Statement of Energy Effects is required.

Unfunded Mandates Reform Act (2 U.S.C. 1501 et seq.)

    In accordance with the Unfunded Mandates Reform Act (2 U.S.C. 
1501), the Service makes the following findings:
    (a) This rule will not produce a Federal mandate. In general, a 
Federal mandate is a provision in legislation, statute, or regulation 
that would impose an enforceable duty upon State, local, or tribal 
governments, or the private sector, and includes both ``Federal 
intergovernmental mandates'' and ``Federal private sector mandates.'' 
These terms are defined in 2 U.S.C. 658(5)-(7). ``Federal 
intergovernmental mandate'' includes a regulation that ``would impose 
an enforceable duty upon State, local, or tribal governments,'' with 
two exceptions. It excludes ``a condition of federal assistance.'' It 
also excludes ``a duty arising from participation in a voluntary 
Federal program,'' unless the regulation ``relates to a then-existing 
Federal program under which $500,000,000 or more is provided annually 
to State, local, and tribal governments under entitlement authority,'' 
if the provision would ``increase the stringency of conditions of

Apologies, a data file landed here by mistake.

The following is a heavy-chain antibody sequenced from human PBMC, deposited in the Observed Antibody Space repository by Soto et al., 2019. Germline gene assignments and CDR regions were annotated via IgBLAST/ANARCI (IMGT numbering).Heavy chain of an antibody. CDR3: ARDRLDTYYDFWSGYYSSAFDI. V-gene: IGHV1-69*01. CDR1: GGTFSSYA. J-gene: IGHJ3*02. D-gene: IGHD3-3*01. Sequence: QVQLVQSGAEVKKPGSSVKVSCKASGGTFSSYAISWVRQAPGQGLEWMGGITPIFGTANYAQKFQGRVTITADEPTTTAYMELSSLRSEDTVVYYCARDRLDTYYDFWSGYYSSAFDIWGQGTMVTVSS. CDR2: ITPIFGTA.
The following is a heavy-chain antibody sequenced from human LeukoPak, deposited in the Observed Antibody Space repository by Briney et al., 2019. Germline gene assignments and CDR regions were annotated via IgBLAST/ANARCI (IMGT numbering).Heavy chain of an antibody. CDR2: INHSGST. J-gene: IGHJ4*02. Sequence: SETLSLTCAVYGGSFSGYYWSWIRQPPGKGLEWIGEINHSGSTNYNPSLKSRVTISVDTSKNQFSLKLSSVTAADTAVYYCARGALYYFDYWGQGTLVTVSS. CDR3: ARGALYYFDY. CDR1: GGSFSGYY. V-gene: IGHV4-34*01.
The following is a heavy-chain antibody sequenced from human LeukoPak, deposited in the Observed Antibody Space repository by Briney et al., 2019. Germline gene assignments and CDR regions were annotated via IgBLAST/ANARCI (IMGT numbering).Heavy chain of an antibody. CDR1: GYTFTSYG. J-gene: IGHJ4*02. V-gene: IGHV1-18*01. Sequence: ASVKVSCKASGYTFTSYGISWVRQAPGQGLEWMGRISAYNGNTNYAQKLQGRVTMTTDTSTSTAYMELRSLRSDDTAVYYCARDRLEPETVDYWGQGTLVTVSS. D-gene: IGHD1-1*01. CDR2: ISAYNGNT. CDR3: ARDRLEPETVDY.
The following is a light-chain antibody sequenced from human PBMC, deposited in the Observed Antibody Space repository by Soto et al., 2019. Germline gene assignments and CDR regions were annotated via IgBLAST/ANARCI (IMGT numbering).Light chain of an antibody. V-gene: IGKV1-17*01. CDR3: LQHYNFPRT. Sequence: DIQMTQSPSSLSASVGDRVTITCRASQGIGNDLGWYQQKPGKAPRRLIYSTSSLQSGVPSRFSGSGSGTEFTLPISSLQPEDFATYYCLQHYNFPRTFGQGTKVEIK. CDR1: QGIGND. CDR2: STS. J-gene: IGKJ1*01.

assistance'' or ``place caps upon, or otherwise decrease, the Federal 
Government's responsibility to provide funding'' and the State, local, 
or tribal governments ``lack authority'' to adjust accordingly. (At the 
time of enactment, these entitlement programs were: Medicaid; AFDC work 
programs; Child Nutrition; Food Stamps; Social Services Block Grants; 
Vocational Rehabilitation State Grants; Foster Care, Adoption 
Assistance, and Independent Living; Family Support Welfare Services; 
and Child Support Enforcement.) ``Federal private sector mandate'' 
includes a regulation that ``would impose an enforceable duty upon the 
private sector, except (i) a condition of Federal assistance; or (ii) a 
duty arising from participation in a voluntary Federal program.''
    The designation of critical habitat does not impose a legally 
binding duty on non-Federal Government entities or private parties. 
Under the Act, the only regulatory effect is that Federal agencies must 
ensure that their actions do not destroy or adversely modify critical 
habitat under section 7. Non-Federal entities that receive Federal 
funding, assistance, permits, or otherwise require approval or 
authorization from a Federal agency for an action, may be indirectly